East's science and tech firms commercialise groundbreaking research with £300m venture capital funding
Almost £300m of venture capital (VC) investment in East of England businesses in the second quarter of 2018 is helping firms push ahead with cutting-edge projects.
According to the Venture Pulse report by KPMG Enterprise, 22 VC investments totalling £291m were made in the region between April and June. The report revealed that finance and health technologies and artificial intelligence were seen as key investment priorities in the East.
Biotech firm NodThera, based in Little Chesterford near Saffron Walden, raised £28m to progress its research and development of treatments for diseases caused by chronic inflammation.
It has drawn funding from companies including Epidarex Capital and Sofinnova Partners.
Chief scientific officer Alan Watt said: “Venture money can be critical for startups since the adage that ideas are cheap is true, but it is the execution of the idea that costs money. For biotechs in particular the cost of doing business is relatively high, but the financial upside if a successful product is delivered can be substantial.”
Fellow biotech firm Tropic Biosciences, which is based at Norwich Research Park’s Innovation Centre, is developing new plant varieties in the tropical agriculture industry using gene editing.
It received £7.5m in a funding round led by Pontifax AgTech and Five Seasons Ventures, with the funds going towards commercialising its non-genetically modified coffee and banana varieties and helping its expansion into other promising crops.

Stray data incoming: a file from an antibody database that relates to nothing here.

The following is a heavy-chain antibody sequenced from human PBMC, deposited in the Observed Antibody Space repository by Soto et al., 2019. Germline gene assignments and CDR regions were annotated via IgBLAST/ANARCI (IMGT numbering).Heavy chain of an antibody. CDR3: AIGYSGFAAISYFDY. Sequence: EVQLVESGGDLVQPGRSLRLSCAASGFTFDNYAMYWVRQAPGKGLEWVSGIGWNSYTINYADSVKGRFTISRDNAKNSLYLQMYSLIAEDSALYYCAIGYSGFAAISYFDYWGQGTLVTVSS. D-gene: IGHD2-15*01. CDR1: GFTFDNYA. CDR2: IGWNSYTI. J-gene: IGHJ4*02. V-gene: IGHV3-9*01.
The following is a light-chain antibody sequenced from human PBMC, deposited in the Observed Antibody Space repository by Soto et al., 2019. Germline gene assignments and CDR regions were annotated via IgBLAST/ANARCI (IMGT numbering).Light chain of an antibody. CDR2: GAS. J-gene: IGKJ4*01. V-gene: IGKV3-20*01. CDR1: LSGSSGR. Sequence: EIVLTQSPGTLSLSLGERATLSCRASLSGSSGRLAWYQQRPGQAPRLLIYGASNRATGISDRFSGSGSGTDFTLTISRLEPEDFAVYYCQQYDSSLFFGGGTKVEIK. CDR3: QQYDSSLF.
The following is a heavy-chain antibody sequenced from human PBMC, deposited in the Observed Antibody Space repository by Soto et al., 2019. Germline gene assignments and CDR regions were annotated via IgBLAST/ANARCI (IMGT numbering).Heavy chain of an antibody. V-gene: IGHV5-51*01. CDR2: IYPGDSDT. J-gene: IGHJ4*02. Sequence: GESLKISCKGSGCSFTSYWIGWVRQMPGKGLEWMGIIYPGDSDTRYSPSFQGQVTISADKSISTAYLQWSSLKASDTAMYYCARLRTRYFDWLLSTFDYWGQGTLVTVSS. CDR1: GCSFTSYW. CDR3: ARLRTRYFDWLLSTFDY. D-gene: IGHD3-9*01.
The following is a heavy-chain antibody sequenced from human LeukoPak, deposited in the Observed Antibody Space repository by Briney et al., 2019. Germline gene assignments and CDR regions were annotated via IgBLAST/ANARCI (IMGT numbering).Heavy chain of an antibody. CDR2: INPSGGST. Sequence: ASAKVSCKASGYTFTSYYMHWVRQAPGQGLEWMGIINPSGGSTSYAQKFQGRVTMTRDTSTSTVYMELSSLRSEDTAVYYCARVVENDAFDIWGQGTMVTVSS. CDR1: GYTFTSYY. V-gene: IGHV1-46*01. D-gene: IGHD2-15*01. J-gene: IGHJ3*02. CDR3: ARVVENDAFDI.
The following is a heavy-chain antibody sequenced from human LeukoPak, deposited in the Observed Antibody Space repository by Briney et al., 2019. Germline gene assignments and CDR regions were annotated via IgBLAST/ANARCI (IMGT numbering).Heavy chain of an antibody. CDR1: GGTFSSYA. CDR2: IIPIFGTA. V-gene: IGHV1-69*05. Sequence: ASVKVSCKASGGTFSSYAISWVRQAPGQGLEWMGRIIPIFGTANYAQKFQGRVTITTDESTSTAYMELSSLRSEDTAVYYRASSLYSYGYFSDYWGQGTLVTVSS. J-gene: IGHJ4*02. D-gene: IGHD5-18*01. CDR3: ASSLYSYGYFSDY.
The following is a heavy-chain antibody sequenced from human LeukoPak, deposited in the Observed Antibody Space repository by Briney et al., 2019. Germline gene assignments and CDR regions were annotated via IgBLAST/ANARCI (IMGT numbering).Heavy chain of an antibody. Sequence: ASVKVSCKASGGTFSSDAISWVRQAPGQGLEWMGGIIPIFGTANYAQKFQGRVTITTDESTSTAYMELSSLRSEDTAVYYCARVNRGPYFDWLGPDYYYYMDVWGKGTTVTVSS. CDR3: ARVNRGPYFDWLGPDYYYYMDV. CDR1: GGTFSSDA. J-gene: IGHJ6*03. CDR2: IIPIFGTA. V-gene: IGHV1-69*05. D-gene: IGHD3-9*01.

Chief executive Gilad Gershon and chief science officer Dr Eyal Maori said at the time that they were aiming to “aid growers by bringing genetic innovation to crops and geographies that have seen little such innovation to date”.
Meanwhile Ipswich-based software developer Chainvine raised £2.5m in a funding round led by Deepbridge Capital.
Chris Wilson, corporate finance director for KPMG in the East of England, said the VC activity followed a “blockbuster 2017”.
“The uncertainty in the macropolitical and macroeconomic environment does not appear to be substantially hampering appetite for investment in startups,” he said.
“Healthtech businesses accounted for nearly half of the investments received over the last three months, although we are seeing new groups of companies emerging, in particular in AI and blockchain.”
Flender, a fintech peer to peer lender, has a team of software developers based in Dublin in Ireland, and they also have a UK office in Clacton-on-Sea.
The team launched their lending platform last year in Ireland and had been planning to launch shortly afterwards in the UK from Clacton, but the ongoing uncertainty in the market over Brexit is delaying their decision.
Chief executive Kristjan Koik said: “It’s a shame because the UK is our second biggest market after Ireland – lots of our 4,000 lenders are UK-based, and we hope to be able to launch fully from Clacton next year.”